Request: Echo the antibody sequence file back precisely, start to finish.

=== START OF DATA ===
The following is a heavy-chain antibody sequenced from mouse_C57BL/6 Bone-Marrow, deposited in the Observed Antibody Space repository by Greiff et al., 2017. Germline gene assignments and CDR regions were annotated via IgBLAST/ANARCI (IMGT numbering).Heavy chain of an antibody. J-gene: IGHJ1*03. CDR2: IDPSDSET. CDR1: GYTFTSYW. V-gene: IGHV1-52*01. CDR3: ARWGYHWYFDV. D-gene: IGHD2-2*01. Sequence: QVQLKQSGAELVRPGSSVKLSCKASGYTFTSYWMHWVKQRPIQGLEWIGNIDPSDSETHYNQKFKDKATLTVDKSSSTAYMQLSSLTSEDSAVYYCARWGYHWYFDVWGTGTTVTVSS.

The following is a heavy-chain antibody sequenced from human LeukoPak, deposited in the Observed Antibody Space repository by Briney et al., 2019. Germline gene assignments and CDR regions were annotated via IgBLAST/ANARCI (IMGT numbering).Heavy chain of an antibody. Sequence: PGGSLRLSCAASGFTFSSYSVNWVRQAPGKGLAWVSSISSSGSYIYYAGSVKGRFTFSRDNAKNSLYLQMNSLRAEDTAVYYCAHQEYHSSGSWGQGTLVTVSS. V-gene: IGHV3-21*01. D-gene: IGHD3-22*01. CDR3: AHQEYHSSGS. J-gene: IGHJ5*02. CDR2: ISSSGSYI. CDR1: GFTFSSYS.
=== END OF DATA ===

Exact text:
The following is a heavy-chain antibody sequenced from mouse_C57BL/6 Bone-Marrow, deposited in the Observed Antibody Space repository by Greiff et al., 2017. Germline gene assignments and CDR regions were annotated via IgBLAST/ANARCI (IMGT numbering).Heavy chain of an antibody. J-gene: IGHJ1*03. CDR2: IDPSDSET. CDR1: GYTFTSYW. V-gene: IGHV1-52*01. CDR3: ARWGYHWYFDV. D-gene: IGHD2-2*01. Sequence: QVQLKQSGAELVRPGSSVKLSCKASGYTFTSYWMHWVKQRPIQGLEWIGNIDPSDSETHYNQKFKDKATLTVDKSSSTAYMQLSSLTSEDSAVYYCARWGYHWYFDVWGTGTTVTVSS.

The following is a heavy-chain antibody sequenced from human LeukoPak, deposited in the Observed Antibody Space repository by Briney et al., 2019. Germline gene assignments and CDR regions were annotated via IgBLAST/ANARCI (IMGT numbering).Heavy chain of an antibody. Sequence: PGGSLRLSCAASGFTFSSYSVNWVRQAPGKGLAWVSSISSSGSYIYYAGSVKGRFTFSRDNAKNSLYLQMNSLRAEDTAVYYCAHQEYHSSGSWGQGTLVTVSS. V-gene: IGHV3-21*01. D-gene: IGHD3-22*01. CDR3: AHQEYHSSGS. J-gene: IGHJ5*02. CDR2: ISSSGSYI. CDR1: GFTFSSYS.